The capabilities of text messaging are endless. Just ask Adrian Aguilera.
A clinical psychologist by training, he became frustrated with the limitations of mental health treatment follow-through.
“I realized that when we provide mental health treatment, especially in low-income settings, there isn’t always a lot of follow-up. People don’t seem to get the most out of their treatment as they should,” he remarks.
As a result, Adrian used his 2011 New Connections grant to launch a text messaging platform to treat mental health issues like depression. Through texting patients to remind them of their treatment and homework, the intervention aims to help people become more engaged with their mental health care.
In addition to encouraging treatment adherence, Adrian also saw potential for the app to help people seek treatment in the first place.
“We have strong evidence for mental health treatments that work, and yet the number of people who actually seek these treatments is quite low for a lot of reasons; practical, personal, stigma,” Adrian explains. “By leveraging technology, we hope to attract more people — especially those who don’t want to go seek help in person. We can reach them where they are.”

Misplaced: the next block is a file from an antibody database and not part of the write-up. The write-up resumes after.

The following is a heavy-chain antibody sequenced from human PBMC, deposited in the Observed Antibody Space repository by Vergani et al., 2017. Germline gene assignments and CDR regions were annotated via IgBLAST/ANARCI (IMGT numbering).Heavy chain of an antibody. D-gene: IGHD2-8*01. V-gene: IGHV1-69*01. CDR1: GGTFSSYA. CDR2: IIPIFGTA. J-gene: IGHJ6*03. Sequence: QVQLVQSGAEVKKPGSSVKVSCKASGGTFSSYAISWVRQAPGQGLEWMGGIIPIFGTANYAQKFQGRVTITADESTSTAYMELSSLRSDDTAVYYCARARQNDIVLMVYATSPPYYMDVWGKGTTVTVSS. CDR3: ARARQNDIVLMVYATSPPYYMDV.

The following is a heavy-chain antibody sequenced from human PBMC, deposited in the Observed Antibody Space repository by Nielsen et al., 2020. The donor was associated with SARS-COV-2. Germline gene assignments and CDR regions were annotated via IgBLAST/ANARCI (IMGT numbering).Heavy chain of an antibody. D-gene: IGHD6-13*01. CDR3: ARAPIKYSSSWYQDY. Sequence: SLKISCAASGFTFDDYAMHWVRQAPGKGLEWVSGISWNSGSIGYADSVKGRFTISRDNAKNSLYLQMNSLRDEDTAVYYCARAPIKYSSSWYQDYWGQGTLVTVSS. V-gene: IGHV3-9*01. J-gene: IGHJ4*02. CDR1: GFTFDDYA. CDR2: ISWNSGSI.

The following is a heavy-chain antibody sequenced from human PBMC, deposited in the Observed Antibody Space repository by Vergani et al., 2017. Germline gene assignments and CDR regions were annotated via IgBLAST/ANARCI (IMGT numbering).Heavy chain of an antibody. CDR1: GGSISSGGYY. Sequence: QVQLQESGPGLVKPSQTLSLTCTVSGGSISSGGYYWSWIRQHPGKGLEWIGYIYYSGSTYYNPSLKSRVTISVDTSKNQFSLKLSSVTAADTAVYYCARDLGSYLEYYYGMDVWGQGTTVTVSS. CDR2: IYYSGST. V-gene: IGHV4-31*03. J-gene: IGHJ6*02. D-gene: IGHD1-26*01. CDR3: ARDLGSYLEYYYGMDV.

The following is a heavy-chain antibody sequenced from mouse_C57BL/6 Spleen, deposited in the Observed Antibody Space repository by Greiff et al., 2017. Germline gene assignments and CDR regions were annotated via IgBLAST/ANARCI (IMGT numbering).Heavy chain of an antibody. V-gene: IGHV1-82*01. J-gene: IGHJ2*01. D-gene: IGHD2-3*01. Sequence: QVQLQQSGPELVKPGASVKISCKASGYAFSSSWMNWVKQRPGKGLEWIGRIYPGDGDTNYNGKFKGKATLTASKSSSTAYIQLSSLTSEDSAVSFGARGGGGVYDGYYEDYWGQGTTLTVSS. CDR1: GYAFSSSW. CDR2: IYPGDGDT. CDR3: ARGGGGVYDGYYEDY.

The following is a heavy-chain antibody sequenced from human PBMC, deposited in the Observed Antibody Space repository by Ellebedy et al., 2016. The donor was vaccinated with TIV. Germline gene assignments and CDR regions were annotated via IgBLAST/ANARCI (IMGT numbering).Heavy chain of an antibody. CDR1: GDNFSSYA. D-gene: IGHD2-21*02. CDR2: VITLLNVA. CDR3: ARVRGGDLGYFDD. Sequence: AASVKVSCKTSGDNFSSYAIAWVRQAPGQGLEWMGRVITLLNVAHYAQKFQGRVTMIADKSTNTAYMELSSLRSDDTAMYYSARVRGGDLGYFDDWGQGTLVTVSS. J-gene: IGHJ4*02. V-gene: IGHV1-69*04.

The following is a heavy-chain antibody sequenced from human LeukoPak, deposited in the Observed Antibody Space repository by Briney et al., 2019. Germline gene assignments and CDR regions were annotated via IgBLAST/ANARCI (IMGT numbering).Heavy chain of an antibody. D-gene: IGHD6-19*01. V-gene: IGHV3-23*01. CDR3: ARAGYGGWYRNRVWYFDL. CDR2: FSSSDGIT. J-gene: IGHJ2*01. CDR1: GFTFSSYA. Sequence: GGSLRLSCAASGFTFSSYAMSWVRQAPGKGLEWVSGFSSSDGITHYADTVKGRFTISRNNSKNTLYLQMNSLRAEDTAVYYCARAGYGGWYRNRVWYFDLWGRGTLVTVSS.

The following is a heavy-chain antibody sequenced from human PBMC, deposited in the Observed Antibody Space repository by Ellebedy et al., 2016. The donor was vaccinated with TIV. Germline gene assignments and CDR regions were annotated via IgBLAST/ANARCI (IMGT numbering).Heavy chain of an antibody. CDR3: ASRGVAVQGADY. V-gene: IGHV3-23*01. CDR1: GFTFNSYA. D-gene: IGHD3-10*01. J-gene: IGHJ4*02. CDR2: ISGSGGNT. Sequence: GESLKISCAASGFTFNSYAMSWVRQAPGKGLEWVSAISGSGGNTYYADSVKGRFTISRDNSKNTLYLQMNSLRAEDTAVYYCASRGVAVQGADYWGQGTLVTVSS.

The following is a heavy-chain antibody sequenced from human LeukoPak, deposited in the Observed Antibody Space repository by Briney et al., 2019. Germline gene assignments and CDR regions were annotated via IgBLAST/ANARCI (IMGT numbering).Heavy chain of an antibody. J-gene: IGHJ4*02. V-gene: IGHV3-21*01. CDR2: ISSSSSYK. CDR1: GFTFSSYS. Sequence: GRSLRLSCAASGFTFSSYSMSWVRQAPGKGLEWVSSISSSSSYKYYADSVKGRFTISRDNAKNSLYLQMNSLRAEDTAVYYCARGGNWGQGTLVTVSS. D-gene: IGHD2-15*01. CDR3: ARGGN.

Since usage of mobile phones is so widespread, especially in disadvantaged communities, text messaging was a great place to start. In 2015, some 13 percent of Americans with an annual household income of less than $30,000 per year were smartphone-dependent.
In addition to launching the platform, his New Connections grant allowed Adrian to conduct initial analyses on it. The tests revealed some surprising subtle cultural observations.
“The English speakers liked the texts because they helped them be more self-aware,” Adrian reports. “Spanish speakers, on the other hand, focused on the social and supportive aspect. They felt supported and cared for when they received a message.”
These cultural nuances are central to Adrian’s passion for research.
“I grew up in a low-income, predominantly Mexican community in Chicago, and from an early age, I saw family members experience mental illness, but without the support of Spanish-speaking psychologists,” he explains. “My desire to help them is what drove me to psychology.”
With research aimed at integrating health services and systems into people’s everyday lives, Adrian believes that “health is not a thing you go do when you have an appointment. It’s every day.”
- Listen to Adrian talk about his work on automated text messaging to improve depression treatment on Public Health Minute, a public radio program bringing cutting-edge research to the forefront in one-minute sound bites.